Sunday, May 29, 2016

Does the student handbook of InfiLaw's Arizona Summit Law School require students to "actively support" the brand, image, and business interests of InfiLaw?

I do not want to shock you, but sometimes a consumer buys a product or service, does not like it, and flat out says so. Or the consumer may actually like the product or service, but publicly disapprove of some aspect of its brand or image. Or the consumer may be happy with the product or service and the way it is marketed, but nonetheless express an opinion that the product’s manufacturer, merchant, or investors regard as detrimental to their business interests. And, or course, because word of mouth is such a powerful influencer, these business interests would be happier if satisfied customers were active, rather than passive, in their approval.

Fortunately, for-profit Arizona Summit Law School [ASLS], one of InfiLaw Consortium's three bottom-of-the-barrel law schools, is able to ensure an impressive 100% rate of active student support for its mission, culture, brand, image, values, educational processes, and business interests and practices, through the effective persuasive technique of compulsion. 

From Arizona Summit's student handbook (p. 24):
"Right of Dissent. ASLS supports the academic freedom of all members of its community and does not seek conformity, but insists that persons who choose to associate with ASLS actively support its mission, culture, and business purposes and not engage in activities or conduct that are detrimental to the brand, image, or values of InfiLaw or ASLS or the investment that students have made in obtaining their legal education from ASLS. Any expression of dissent must be made by legitimate means in accord with established governance processes. The exercise of the freedom to dissent does not include the right to interfere with the rights of others or the business interests and educational processes of either InfiLaw or ASLS." 
Arizona Summit's most recent 10-month-out bar-required full-time job placement rate was 35.4%, placing among the bottom 20 of the 200 or so ABA-approved law schools. Moreover, its most recent bar passage rates were 26.4% (July 2015 exam) and 28.4% (February 2016 exam), surely among the lowest in the country, and well under half of the pass rate achieved by the two other law schools in Arizona, the ones that have not tried to elevate their brand image by changing their names to a synonym of "mountain peak." (Incidentally, Arizona Summit is located in Phoenix, and thus lower even in actual physical elevation than the other two Arizona law schools, located respectively in Tempe and Tuscon). 

And yet under the strict limitations set forth in the school's "right to dissent" policy, Arizona Summit students are arguably prohibited from publicizing these bare facts, even without overtly negative commentary or opinion.  Aren't these facts detrimental to the law school's image?  Don't they call into doubt its declared mission of establishing a "benchmark of inclusive excellence in professional education"?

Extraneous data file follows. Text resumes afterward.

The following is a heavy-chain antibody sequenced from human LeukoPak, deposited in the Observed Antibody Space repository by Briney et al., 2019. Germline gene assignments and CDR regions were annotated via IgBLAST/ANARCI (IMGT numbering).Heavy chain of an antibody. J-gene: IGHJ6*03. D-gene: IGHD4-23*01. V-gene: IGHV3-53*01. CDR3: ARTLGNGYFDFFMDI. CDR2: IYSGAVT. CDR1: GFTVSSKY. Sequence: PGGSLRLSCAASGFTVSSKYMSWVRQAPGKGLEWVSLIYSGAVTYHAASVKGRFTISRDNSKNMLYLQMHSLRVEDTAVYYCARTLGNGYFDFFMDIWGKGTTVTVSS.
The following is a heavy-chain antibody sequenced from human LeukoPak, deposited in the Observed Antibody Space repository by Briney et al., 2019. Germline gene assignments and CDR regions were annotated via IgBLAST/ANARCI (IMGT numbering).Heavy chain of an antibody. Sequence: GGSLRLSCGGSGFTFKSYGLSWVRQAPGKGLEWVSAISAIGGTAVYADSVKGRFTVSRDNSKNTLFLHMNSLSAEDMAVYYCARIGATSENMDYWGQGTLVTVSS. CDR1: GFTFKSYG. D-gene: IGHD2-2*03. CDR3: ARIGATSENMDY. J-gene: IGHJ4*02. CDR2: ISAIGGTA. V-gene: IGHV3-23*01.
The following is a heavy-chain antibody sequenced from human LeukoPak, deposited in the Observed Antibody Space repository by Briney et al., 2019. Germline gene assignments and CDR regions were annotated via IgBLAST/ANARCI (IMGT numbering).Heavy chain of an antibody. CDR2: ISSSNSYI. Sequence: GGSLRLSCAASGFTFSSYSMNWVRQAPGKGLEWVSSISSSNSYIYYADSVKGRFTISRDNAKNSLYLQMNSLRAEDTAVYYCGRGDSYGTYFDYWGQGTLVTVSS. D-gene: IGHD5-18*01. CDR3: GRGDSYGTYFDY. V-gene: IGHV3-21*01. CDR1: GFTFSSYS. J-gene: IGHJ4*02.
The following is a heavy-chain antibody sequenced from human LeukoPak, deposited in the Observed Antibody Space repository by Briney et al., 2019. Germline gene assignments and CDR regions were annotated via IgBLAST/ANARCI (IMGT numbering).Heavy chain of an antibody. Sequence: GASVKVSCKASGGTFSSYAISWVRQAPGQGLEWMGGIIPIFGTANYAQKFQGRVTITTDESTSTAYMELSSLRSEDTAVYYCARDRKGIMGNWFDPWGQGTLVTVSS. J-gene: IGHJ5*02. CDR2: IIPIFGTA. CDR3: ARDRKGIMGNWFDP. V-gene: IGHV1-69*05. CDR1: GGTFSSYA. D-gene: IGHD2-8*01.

What is more, the act of publicizing these facts is almost certainly detrimental to InfiLaw’s business interests in encouraging enrollment, i.e. corralling ambulatory bags of money called "students" in sufficient quantities to facilitate the overarching mission and values of Sterling Partners, the private equity firm that owns InfiLaw. Which, according to the firm's profile, includes "generating extraordinary returns for our investors" and "driving value to our portfolios companies." (See Sterling Partners' firm profile at p. 5 of this link). 

As well, I note that students are not permitted to engage in activities detrimental to the school's "brand." This rule can be reasonably interpreted to prohibit snickering at the name "Summit." 

Interestingly, Arizona Summit students are expressly forbidden from engaging in conduct detrimental to the image and business interests of InfiLaw, not just Arizona Summit Law School. So Summit students are arguably subject to discipline, even if they provide groupie-level enthusiastic approval of their own school, if they undermine the "image" of either of the other two InfiLaw schools, Charlotte and Florida Coastal, or either of InfiLaw's two portfolio companies.

Notably, the Arizona Summit policy states, indeed "insist[s]," that students must provide active support for InfiLaw's "mission, culture, and business purposes." You know, North Korean dictator Kim Jong Un won 100% of the votes in his recent victorious election campaign, but the reported voter turnout rate was only 99.97%. This indicates a troublingly non-unanimous level of active support among the North Korean electorate. By contrast, each and every Arizona Summit student is required to provide active support for their Dear Leader, I mean for their Dear Consortium of Law Schools and Portfolio Companies. Perhaps the North Korean government should commission some InfiLaw consultants to help it fine tune its policies on dissent so as to eliminate its pesky 0.03% margin of mere passive supporters.

Of course, persons who are not Arizona Summit students, such as documentary filmmakers, are regrettably unbound by a code of conduct requiring them to support Infilaw's brand, image, and business interests, either actively or passively. These persons, in reliance on "distorted facts and data" such as the placement and bar passage rates noted, may be tempted to pursue a "false agenda" of "attacking law school admissions and career advancement policies." Fortunately, InfiLaw has retained zealous legal counsel to warn such potential subversives that [rest of sentence deleted out fear].  Certainly, InfiLaw is entirely reasonable in requesting the opportunity to review any references to it or its affiliate schools prior to public dissemination. 

With the appropriate mix of student discipline and proactive threats of expensive speech-chilling litigation, perhaps we will witness that joyous day when private equity investors need not fear hurtful criticism as they actualize their idealistic and enriching vision of legal education by extracting the maximum amount of borrowed tuition dollars from the maximum number of student debt slaves. Ave, InfiLaw, morituri te salutant.

Monday, May 23, 2016